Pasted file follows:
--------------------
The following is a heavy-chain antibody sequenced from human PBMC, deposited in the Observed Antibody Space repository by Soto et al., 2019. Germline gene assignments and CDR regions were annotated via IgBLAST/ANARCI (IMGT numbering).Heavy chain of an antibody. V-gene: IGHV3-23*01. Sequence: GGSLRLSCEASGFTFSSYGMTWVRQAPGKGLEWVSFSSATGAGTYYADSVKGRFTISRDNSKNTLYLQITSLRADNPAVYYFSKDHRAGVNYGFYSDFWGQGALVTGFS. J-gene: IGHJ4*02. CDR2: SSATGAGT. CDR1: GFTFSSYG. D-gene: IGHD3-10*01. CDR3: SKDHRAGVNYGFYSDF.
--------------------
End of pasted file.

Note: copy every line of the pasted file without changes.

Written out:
The following is a heavy-chain antibody sequenced from human PBMC, deposited in the Observed Antibody Space repository by Soto et al., 2019. Germline gene assignments and CDR regions were annotated via IgBLAST/ANARCI (IMGT numbering).Heavy chain of an antibody. V-gene: IGHV3-23*01. Sequence: GGSLRLSCEASGFTFSSYGMTWVRQAPGKGLEWVSFSSATGAGTYYADSVKGRFTISRDNSKNTLYLQITSLRADNPAVYYFSKDHRAGVNYGFYSDFWGQGALVTGFS. J-gene: IGHJ4*02. CDR2: SSATGAGT. CDR1: GFTFSSYG. D-gene: IGHD3-10*01. CDR3: SKDHRAGVNYGFYSDF.